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Samantha DeFlitch



the poet

Sam DeFlitch, author of Confluence, is a National Poetry Series finalist. Her work has appeared in The Missouri Review, Colorado Review, Iron Horse Literary Review, Appalachian Review and in On the Seawall, among others. Sam has received awards and fellowships from the Martha's Vineyard Institute of Creative Writing, The Massachusetts Poetry Festival, and the University of New Hampshire, where she completed her MFA.

the poems


00:00 / 01:39

                                   This is what happened: I found

                                   the wren frozen stuck to the ground

                                   and I kept on moving. The onion

                                   snow came too late this year;

                                   the hard freeze took out the plums.

                                   Some farmer kept the coal

                                   barrels burning through the night.

                                   Another lit half his land

                                   on fire to save the grapes. Some

                                   theologians think God gave us grapes—

                                   but not wine—so we, too, could find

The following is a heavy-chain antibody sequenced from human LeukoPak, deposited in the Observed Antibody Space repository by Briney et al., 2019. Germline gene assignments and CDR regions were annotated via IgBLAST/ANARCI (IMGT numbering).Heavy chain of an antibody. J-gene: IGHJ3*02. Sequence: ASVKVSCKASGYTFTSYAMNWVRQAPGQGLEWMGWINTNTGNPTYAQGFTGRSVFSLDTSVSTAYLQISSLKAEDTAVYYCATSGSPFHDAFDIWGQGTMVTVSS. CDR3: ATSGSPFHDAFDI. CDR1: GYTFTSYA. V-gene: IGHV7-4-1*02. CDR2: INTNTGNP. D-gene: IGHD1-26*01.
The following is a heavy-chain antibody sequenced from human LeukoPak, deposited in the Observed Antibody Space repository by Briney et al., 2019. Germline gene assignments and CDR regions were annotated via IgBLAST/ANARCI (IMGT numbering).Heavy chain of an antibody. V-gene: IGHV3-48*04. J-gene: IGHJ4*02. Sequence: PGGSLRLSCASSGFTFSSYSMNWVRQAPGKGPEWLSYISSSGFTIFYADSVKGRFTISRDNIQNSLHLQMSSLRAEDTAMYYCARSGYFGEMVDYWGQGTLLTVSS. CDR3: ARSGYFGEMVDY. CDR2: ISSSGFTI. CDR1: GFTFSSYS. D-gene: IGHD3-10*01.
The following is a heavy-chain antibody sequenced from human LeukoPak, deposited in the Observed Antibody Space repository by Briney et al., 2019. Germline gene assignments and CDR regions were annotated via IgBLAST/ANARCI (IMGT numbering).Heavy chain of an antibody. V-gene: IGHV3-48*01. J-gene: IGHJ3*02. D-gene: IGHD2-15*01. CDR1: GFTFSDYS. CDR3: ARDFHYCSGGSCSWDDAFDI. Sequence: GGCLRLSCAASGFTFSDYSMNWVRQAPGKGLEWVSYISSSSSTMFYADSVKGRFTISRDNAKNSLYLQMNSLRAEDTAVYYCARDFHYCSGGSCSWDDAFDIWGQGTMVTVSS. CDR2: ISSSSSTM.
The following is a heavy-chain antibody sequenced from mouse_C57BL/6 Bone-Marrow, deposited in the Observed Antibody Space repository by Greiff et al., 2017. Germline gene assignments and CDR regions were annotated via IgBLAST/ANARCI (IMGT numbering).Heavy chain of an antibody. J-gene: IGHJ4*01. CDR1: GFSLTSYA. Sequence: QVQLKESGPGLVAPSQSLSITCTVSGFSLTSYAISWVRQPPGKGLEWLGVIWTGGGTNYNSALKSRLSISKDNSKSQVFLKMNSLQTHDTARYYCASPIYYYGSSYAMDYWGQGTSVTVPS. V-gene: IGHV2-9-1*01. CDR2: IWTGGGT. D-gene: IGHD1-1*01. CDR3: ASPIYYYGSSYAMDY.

joy in creation. See: we make bread

                                   to be torn apart, hot. Hot and full

                                   of yanked-up wheatsheaf. We

                                   love the dog even though we know,

                                   we know—be it love or oats,

                                   we know it when we plant it—

                                   most things don't make it out alive.

                                   This is just to say: I'm not a

                                   theologian, or a farmer, or even

                                   the woman who scooped up the wren's

                                   body, tucked it in a plastic bag,

                                   and kept it in her freezer between

                                   the berries and winter greens,

                                   waiting patiently for the final thaw

                                   to bury it in soft earth. I'm just

                                   a girl with an emergent deer in her

                                   cupped palms; a girl saying: Look! This is

                                   what I have created with my grief.

                                   This is what love has made out of me.

Garbage Night

00:00 / 01:54

                                  It is Thursday night.
                                  It is garbage night.
                                  The trash is my old clothes
                                  and my old clothes are slipping through my hands.
                                  My hands are a box full of flies.
                                  The flies are taking off with my hair –
                                  look! I am bald. I am my mother’s truck engine.
                                  I am the space the deer left sleeping in the ferns.
                                  I am 7:52 in the evening.
                                  See, the sun has already set
                                  and the dog is crying to go out. Am I her, too?
                                  Her nose raised, twitching, into the evening air?